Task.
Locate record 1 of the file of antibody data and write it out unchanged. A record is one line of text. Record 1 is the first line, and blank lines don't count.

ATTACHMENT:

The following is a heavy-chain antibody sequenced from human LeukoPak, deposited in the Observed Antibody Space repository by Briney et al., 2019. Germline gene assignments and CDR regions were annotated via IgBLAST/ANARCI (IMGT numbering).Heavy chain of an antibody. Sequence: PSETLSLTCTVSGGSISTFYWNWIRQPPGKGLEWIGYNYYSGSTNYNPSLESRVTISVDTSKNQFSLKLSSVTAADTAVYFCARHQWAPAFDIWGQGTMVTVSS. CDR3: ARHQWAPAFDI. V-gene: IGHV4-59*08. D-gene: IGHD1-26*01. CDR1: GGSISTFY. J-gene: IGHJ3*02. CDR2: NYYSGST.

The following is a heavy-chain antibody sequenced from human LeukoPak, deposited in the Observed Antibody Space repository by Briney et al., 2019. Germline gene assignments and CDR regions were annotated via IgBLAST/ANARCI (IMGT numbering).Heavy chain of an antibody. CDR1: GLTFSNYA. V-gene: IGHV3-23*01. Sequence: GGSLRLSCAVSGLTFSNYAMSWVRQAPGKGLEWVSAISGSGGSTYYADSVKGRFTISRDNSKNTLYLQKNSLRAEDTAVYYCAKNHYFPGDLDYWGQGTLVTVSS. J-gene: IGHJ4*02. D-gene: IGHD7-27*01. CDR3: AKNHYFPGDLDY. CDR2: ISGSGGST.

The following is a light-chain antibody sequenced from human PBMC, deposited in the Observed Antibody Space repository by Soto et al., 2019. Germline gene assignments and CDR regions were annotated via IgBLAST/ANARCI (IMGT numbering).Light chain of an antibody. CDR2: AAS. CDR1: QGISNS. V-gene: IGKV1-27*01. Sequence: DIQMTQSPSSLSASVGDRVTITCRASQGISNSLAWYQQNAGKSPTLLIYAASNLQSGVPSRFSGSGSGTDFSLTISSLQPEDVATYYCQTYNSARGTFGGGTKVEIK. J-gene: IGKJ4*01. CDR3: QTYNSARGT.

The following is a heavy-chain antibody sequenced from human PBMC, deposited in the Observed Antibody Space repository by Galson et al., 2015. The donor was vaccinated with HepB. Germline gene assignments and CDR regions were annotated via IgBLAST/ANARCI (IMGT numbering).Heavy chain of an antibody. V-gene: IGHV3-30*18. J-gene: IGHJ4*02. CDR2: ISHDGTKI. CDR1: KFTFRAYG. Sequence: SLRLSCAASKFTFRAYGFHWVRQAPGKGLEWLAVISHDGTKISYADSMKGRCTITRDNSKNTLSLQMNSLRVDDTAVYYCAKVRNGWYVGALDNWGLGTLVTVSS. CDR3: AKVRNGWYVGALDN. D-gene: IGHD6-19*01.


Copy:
The following is a heavy-chain antibody sequenced from human LeukoPak, deposited in the Observed Antibody Space repository by Briney et al., 2019. Germline gene assignments and CDR regions were annotated via IgBLAST/ANARCI (IMGT numbering).Heavy chain of an antibody. Sequence: PSETLSLTCTVSGGSISTFYWNWIRQPPGKGLEWIGYNYYSGSTNYNPSLESRVTISVDTSKNQFSLKLSSVTAADTAVYFCARHQWAPAFDIWGQGTMVTVSS. CDR3: ARHQWAPAFDI. V-gene: IGHV4-59*08. D-gene: IGHD1-26*01. CDR1: GGSISTFY. J-gene: IGHJ3*02. CDR2: NYYSGST.